oxide is no laughing matter. Inhaling the gas may deplete the
body of oxygen and can result in death; prolonged use can result
in peripheral nerve damage.
|toluene, ethyl acetate
hexane, toluene, methyl chloride, acetone
|butane, propane, flourocarbons
butane, propane, flourocarbons
butane, propane, flourocarbons
|tetrachloroethylene, trichloroethane, trichloroethylene
tetrachloroethylene, trichloroethane, trichloroethylene
||Correction fluid thinners
toluene, methylene chloride, methanol
toluene, methylene chloride, methanol
Survey data on the prevalence of inhalant abuse is difficult to
obtain for a number of reasons, and information that does exist
may under-emphasize the severity of the situation. No one knows
how many adolescents and young people die each year from inhalant
abuse, in part because medical examiners often attribute deaths
from inhalant abuse to suffocation, suicide, or accidents. What's
more, no national system exists for gathering data on the extent
of inhalant-related injuries.
Although no central system exists in the United States for reporting
deaths and injuries from abusing inhalants, several studies have
documented the dangers associated with inhalant abuse. A study by
Dr. James C. Garriott, the chief toxicologist in San Antonio and
Bexar County, Texas, examined all deaths in the county between 1982
and 1988 that were attributed to inhalant abuse. Most of the 39
inhalant-related deaths involved teenagers, with 21 deaths occurring
among people less than 20 years old. Deaths of males outnumbered
those of females 34 to 5. Many of the abusers met with a violent
death possibly related to but not directly caused by the use of
As reported in a Texas study, the solvent toluene, a common component
of many paints, lacquers, glues, inks, and cleaning fluids, is identified
frequently in inhalant abuse deaths and injuries. A 1986 study of
20 chronic abusers of toluene-containing spray paints found that
after one month of abstinence from sniffing the paint, 65 percent
of the abusers had damage to the nervous system. Such damage can
lead to impaired perception, reasoning, and memory, as well as defective
muscular coordination and, eventually, dementia.
NIDA’s Dr. Sharp indicates that butane gas is the cause of
enough deaths to foster national concern about the abuse of fuel
gases, whether or not it is a passing form of inhalant abuse. "For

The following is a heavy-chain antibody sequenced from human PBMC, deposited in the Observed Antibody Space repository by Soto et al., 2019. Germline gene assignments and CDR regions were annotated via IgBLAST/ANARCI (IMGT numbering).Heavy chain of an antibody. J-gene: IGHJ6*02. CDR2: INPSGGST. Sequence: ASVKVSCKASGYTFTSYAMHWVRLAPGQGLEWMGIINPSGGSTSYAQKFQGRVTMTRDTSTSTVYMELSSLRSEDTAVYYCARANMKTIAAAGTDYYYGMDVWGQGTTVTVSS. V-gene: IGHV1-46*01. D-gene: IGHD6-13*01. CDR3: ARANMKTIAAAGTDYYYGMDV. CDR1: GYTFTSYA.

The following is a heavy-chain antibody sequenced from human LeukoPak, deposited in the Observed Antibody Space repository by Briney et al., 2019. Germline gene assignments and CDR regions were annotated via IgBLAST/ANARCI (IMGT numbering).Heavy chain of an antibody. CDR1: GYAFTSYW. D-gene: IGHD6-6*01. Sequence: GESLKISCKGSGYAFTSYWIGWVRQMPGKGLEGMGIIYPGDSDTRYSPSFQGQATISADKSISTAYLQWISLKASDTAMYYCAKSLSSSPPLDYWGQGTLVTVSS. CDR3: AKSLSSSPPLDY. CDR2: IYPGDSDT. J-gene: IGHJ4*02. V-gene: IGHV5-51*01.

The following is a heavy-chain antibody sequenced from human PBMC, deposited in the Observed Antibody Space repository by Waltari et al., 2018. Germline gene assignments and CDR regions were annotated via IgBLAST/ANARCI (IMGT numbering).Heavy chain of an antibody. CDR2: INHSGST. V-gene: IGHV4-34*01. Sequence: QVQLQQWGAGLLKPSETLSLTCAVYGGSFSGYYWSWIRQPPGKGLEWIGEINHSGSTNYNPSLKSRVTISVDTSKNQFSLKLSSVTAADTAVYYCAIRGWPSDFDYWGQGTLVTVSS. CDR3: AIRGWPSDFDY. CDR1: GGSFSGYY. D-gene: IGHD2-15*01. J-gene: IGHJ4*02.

instance, in certain parts of the country, Texas 'shoe-shine' (a
shoe-shining spray containing toluene) and silver or gold spray
paints are local or current favorites," he says. Since the
banishing of fluorocarbons, the most common sniffing death hazards
among students in the United States probably are due to butane and
One possible reason for the increased use of volatile solvents
is that more girls are joining boys in sniffing solvents. The rates
of solvent use for males and females have been converging over the
past 20 years. Recent studies in New York and Texas report that
males are using solvents at only slightly higher rates than females
are. Among Native Americans, whose solvent abuse rates are the highest
of any ethnic group, lifetime prevalence rates for males and females
were nearly identical, according to National Institute on Drug Abuse
In fact, inhalant abuse shows episodic patterns, with short-term
abuse outbreaks developing in a particular school or region as a
specific inhalant practice or product becomes popular in a fashion
typical of teenage fads. This episodic pattern can be reflected
in survey results and can overstate the magnitude of what is a continually
fluctuating level of abuse.
Inhalant abusers typically use other drugs as well. Children as
young as 4th graders who begin to use volatile solvents also will
start experimenting with other drugs, usually alcohol and marijuana.
Adolescent solvent abusers are typically polydrug users and are
prone to use whatever is available, although they do show a preference
for solvents. However, solvent abuse is often held in low regard
by older adolescents, who may consider it unsophisticated, a "kid"
For further information on Serenity Lane's treatment of inhalant
abuse, call (541) 687-1110 or toll free 1-800-543-9905.